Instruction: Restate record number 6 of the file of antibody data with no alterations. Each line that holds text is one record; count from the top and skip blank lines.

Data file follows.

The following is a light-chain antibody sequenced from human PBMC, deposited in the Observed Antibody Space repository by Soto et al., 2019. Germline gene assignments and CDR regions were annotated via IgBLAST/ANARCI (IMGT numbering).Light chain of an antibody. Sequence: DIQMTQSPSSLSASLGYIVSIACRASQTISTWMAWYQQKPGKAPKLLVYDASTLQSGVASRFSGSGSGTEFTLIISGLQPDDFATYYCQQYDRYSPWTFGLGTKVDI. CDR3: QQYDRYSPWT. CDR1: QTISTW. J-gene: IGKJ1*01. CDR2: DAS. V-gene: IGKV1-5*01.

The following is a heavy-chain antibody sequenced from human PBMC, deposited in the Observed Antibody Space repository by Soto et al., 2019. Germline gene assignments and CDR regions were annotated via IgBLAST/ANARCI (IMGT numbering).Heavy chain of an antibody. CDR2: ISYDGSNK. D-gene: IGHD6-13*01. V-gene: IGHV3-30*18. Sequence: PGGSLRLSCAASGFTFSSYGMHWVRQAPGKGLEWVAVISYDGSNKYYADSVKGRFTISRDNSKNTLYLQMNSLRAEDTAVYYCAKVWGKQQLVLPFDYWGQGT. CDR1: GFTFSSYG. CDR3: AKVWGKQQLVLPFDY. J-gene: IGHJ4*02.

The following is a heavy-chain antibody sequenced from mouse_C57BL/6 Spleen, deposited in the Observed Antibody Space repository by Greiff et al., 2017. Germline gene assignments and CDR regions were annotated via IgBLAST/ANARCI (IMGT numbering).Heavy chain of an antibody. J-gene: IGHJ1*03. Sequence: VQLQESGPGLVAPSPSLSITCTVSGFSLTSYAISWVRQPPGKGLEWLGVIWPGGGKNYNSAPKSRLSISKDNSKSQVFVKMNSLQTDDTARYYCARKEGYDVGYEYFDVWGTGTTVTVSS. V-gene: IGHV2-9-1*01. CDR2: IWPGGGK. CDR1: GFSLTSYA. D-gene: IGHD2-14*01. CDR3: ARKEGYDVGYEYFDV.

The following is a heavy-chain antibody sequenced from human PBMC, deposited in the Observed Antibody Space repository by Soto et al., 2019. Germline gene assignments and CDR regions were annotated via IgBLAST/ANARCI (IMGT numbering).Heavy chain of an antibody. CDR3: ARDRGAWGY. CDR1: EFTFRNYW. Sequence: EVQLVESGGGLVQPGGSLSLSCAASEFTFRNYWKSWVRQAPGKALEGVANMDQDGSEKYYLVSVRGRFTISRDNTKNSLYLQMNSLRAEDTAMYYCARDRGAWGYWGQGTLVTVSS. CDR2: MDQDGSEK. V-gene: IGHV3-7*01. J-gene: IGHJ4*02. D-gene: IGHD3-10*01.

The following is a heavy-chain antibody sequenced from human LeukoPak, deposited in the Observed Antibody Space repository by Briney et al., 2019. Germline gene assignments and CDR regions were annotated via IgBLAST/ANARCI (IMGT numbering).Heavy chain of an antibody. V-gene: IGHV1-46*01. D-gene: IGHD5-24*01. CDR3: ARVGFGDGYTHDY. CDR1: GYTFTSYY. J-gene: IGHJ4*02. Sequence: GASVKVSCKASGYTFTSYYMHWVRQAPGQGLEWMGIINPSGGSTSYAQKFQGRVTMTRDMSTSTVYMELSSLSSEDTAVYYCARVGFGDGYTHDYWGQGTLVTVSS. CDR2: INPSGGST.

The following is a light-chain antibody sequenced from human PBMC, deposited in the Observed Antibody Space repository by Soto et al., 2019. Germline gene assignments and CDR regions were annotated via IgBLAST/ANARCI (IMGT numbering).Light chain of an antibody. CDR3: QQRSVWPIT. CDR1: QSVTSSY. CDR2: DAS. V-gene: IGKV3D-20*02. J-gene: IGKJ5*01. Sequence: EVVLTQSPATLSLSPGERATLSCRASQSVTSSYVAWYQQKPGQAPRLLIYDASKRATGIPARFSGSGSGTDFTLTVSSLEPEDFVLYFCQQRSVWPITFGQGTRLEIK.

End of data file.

The following is a light-chain antibody sequenced from human PBMC, deposited in the Observed Antibody Space repository by Soto et al., 2019. Germline gene assignments and CDR regions were annotated via IgBLAST/ANARCI (IMGT numbering).Light chain of an antibody. CDR3: QQRSVWPIT. CDR1: QSVTSSY. CDR2: DAS. V-gene: IGKV3D-20*02. J-gene: IGKJ5*01. Sequence: EVVLTQSPATLSLSPGERATLSCRASQSVTSSYVAWYQQKPGQAPRLLIYDASKRATGIPARFSGSGSGTDFTLTVSSLEPEDFVLYFCQQRSVWPITFGQGTRLEIK.